The coastal peoples of West Papua, Indonesia are extremely special – they come from customary tribes that have inhabited the area for millennia and are rightfully proud of their tribal customs and way of life.
They fish, mostly to eat, but also to sell when they need money. And most importantly, they have a deep respect for the sea.
I witnessed the West Papuans’ reverence for the ocean on a recent trip to the region, where the Walton Family Foundation has been investing deeply in marine conservation for 15 years.
What I saw in these fishing communities made me proud – not only of what the people have achieved in protecting their resources, but also of the role the foundation has played in helping ensure a future of healthy oceans and healthy fisheries.
The waters surrounding West Papua hold one of the most beautiful systems of coral reefs and coastal areas in the world, supporting an astonishing variety of marine life and the world’s largest mangrove forest.
The incredible diversity of fish species has created a bounty essential for the survival of fishing communities along the coastline for generations. The establishment in recent years of a dozen marine protected areas has provided timely, critical stability for families who depend so heavily on the sea and the fish therein for their food and their day to day living.
When the foundation began its marine conversation work in West Papua in 2004, the customary traditions of the province’s people were increasingly threatened by the encroachment of modern society.
Migrants from other parts of Indonesia were moving into West Papua, eager to exploit the abundant natural resources and tourists were starting to arrive to explore the region’s environmental riches.
Local peoples were not equipped to manage changes that threatened their very existence.
While the foundation started working in West Papua because it cared about preserving beautiful coral reefs, our grantees quickly realized that the key to conservation success was empowering the region's people to be in complete control of the conservation so that it would be for them and by them into the future.
Rather than setting aside marine protected areas managed by government officials, organizations like Conservation International and The Nature Conservancy worked directly with local tribes and communities to identify and directly control the coastal areas they want to protect. Local community members, including women, were tapped to establish management teams, patrol the waters, and work for the park authority when it was created.
Fast forward to 2019 and the situation is dramatically improved. The pristine coral reefs are still teeming with life, but local West Papuan communities are setting their own rules about who can fish those waters, determining which fishing areas are for their use only, and deciding how tourism and its benefits would evolve in the area.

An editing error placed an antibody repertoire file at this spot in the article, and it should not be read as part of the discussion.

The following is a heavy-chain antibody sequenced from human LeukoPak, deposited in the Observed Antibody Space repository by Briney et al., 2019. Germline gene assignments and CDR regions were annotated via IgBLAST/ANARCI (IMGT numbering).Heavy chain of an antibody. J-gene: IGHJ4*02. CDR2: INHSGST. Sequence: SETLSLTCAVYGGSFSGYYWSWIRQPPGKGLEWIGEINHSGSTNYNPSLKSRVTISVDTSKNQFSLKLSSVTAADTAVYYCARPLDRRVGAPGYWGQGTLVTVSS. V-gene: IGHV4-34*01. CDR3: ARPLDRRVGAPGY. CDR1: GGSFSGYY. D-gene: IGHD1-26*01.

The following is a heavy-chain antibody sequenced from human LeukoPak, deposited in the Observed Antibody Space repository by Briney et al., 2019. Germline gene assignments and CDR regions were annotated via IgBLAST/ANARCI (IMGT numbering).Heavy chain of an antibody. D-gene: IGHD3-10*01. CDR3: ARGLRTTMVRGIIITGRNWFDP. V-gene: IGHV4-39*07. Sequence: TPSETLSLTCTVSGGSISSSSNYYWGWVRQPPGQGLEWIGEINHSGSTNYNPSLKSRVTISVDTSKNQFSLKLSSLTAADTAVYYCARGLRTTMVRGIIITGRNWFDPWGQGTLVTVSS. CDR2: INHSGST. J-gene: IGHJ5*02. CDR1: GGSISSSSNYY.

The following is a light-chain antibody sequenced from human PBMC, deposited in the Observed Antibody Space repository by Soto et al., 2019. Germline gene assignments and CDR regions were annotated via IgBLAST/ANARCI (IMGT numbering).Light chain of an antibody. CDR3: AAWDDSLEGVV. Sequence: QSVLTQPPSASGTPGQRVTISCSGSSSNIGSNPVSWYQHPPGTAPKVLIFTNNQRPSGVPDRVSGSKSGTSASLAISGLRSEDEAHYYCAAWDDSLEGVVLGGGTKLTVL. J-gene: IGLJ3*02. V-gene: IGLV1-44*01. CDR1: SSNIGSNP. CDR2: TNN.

I participated in an event with two separate West Papuan Tribes –the Matbat and the Matlou –who worked together to declare an area of 300,000 hectares, approximately 1,000 square miles, off limits to fishing by outside fishers.
I also met with a group of women who had formed the community’s first-ever women’s group dedicated to the environment.
These women had decided to close off the coastal area outside of their village to any kind of fishing for a few months, allowing the sea cucumbers, crocus clams and other high-value bottom dwelling sea creatures to grow – a concept known as a seasonal closure.
They patrolled the closed area day and night and when the time came to open the area, the women allowed the village fishermen to collect those creatures for a small fee.
At the end of two days’ harvest, the village had collected thousands of these high value species and the women had made over $5,000, all of which they intended to put towards their children’s school fees and the village Christmas celebration.
What impressed me most about this story was that this was the first time these women had ever been able to make a decision like this about community resources. They expressed great pride at assuming leadership roles, for the first time, in their community.
Four of the women in the group even learned how to dive and collect the sea cucumbers for themselves. After this first success, the women have decided to expand the area that will be closed and put in a new closure in the new year.
The foundation remains committed to ensuring this kind of progress continues. It’s at the heart of our long-term environmental efforts in Indonesia.
We understand it takes time to build trust with local peoples and ensure full community ownership over the conservation of marine resources.
West Papua is not always an easy place to work. It is remote and the people are still largely disconnected from modern society. They live by traditions passed down over centuries, and often are skeptical of outsiders who they worry bring only difficult and unfair changes to their customary way of life.
The foundation’s success lies in partnership with grantees such as Conservation International and The Nature Conservancy and funding partners such as Margaret A. Cargill Philanthropies who understood the need to take a slow, deliberate, thoughtful, and community focused approach to marine conservation.
Because of that, the future of communities I visited is brighter today than it was 15 years ago.